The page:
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  • Writer's pictureRachel Adams

WPS Travel Log: A Learner-centered Ecosystem in Colorado

Updated: Mar 23


“The Mountains are calling and I must go.” - John Muir,

This February, my colleague, Carrie, and I struck out West to visit learner-centered schools and organizations located within Colorado's Front Range region.


We flew to Denver, anchoring our visit with Embark Education's Embedded Experience. As both a Micro Middle School, a successful coffee shop, and a center for Adult Education and Learning Embark straddles many worlds. We were able to meet with other educators from around the country to experience Embark's model firsthand. From competency based education to real-world experiences, Embark is working to reimagine middle school and to share their thinking and ideas across the country. The true magic embedded in this experience was hearing from the learners about what it is about the model that works for them; above all, being the foundational idea of radical trust.


Radical Trust

In a world with radical trust, traditional systems of power are challenged and power is reallocated to folks who do not have access to it. In schools, this means that learners are empowered to make choices about what and how they learn. It was obvious that young people at Embark not only felt trusted by their adults but were also learning to trust themselves. Using Google Calendar to create their unique schedule for the school day or taking a walk around the neighborhood independently are a few examples we observed.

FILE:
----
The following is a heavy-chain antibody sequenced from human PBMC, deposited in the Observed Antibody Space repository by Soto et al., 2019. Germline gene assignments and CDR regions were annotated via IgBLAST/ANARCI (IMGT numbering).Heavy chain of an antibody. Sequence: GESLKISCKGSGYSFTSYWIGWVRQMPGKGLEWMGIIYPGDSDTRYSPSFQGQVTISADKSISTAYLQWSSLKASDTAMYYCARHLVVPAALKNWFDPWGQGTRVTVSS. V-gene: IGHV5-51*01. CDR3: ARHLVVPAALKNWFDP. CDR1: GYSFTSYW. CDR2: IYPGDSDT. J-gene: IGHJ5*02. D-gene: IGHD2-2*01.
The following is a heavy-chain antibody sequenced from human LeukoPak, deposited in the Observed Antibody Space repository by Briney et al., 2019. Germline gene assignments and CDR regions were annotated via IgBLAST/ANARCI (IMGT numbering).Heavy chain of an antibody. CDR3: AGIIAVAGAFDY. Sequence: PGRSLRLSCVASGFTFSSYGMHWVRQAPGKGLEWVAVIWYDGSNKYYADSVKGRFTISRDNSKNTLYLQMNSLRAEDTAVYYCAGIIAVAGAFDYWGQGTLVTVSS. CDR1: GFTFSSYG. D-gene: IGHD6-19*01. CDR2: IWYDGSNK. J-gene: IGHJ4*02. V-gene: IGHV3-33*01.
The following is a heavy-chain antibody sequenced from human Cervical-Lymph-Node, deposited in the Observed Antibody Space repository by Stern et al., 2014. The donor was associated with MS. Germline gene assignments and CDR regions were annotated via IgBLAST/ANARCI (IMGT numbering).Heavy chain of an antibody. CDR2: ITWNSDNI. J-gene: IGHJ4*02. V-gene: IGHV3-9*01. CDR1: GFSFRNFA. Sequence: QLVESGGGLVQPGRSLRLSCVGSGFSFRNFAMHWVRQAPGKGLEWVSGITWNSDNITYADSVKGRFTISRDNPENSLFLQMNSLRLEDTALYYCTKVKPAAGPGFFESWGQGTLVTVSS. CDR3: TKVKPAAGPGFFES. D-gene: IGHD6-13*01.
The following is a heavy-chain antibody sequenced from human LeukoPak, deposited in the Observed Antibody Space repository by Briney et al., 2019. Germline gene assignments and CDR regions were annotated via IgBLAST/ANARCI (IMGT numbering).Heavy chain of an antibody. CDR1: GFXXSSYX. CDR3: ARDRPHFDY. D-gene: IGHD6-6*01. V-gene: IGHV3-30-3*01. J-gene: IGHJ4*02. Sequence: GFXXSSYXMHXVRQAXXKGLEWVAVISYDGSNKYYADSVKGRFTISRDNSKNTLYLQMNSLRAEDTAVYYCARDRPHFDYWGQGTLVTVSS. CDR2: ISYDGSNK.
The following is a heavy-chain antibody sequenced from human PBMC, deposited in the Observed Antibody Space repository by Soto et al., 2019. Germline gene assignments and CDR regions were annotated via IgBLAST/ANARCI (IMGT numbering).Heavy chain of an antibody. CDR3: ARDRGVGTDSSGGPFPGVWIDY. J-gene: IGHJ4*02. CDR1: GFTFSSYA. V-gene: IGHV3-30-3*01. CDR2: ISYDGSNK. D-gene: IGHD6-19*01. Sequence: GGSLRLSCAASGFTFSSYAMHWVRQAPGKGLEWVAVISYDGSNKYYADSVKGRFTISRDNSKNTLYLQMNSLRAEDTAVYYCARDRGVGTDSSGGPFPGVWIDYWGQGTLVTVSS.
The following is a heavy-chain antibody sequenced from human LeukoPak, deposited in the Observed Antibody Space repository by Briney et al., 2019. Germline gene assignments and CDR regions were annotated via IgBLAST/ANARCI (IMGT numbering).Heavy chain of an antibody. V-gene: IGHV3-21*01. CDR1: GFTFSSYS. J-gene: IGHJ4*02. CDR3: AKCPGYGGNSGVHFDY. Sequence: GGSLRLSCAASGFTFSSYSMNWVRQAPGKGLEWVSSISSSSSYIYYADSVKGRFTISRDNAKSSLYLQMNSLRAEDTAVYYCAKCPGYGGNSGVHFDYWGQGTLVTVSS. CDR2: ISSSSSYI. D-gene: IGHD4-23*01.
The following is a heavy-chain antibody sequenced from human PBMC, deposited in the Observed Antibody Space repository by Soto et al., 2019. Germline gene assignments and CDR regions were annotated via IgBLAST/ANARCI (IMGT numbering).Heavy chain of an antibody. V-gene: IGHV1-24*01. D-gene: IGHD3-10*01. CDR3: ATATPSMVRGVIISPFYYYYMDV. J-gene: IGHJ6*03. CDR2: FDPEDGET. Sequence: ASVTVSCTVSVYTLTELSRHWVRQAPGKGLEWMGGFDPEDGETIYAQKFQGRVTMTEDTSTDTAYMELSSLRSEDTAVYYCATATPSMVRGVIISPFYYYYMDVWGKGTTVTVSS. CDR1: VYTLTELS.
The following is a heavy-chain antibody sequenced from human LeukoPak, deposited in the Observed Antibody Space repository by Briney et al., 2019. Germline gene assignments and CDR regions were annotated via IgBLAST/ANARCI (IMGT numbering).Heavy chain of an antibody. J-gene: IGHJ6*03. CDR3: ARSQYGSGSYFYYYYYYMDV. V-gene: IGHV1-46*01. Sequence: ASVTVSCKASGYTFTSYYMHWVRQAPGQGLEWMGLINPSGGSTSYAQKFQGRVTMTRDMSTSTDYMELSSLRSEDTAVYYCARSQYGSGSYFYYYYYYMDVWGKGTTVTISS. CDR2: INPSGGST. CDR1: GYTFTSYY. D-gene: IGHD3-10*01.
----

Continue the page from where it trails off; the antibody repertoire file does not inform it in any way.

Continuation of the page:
Learning Providers

While in Denver, Carrie and I both wanted to see what other learner-centered schools and organizations made up the educational ecosystem. At Words Beyond Walls, a nonprofit supporting youth and community members with ties to incarceration, we participated in an afterschool healing circle. We continued our exploration of the regional ecosystem by meeting with Kat Ling, the Executive Director of Moonshot, who introduced us to the work of Moonshot innovation space: an incubator cultivating community leaders.


We also visited  La Luz, an Expeditionary Learning micro-middle school in the heart of Denver, before stopping by The Village High School, a hybrid model in Colorado Springs. Students at The Village complete core content work virtually and spend their in-person learning time on electives.



Across all of these spaces there was a tangible desire to provide students with more agency, and educational experiences that are community-embedded and open-walled.


Educational Abundance

Carrie and I flew back to Massachusetts brimming with ideas and inspiration. As I think about the diverse and beautiful opportunities for learners across Colorado's Front Range, I am struck with this take away: each of the providers shared that their unique approach to supporting learner-centered education was successful because they were working alongside one another. In other words, they have developed a thriving education ecosystem


I wonder what it would look like to develop that same learner-centered, educational abundance here in New England?


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The WPS Institute creates innovative programs and partnerships to transform learning. We advance models of schooling where learning thrives everywhere, in classrooms and beyond; where students and their families are empowered to shape their own educational journeys; and where entire communities contribute to the development of young people.


Author

Rachel Adams (Program Manager)


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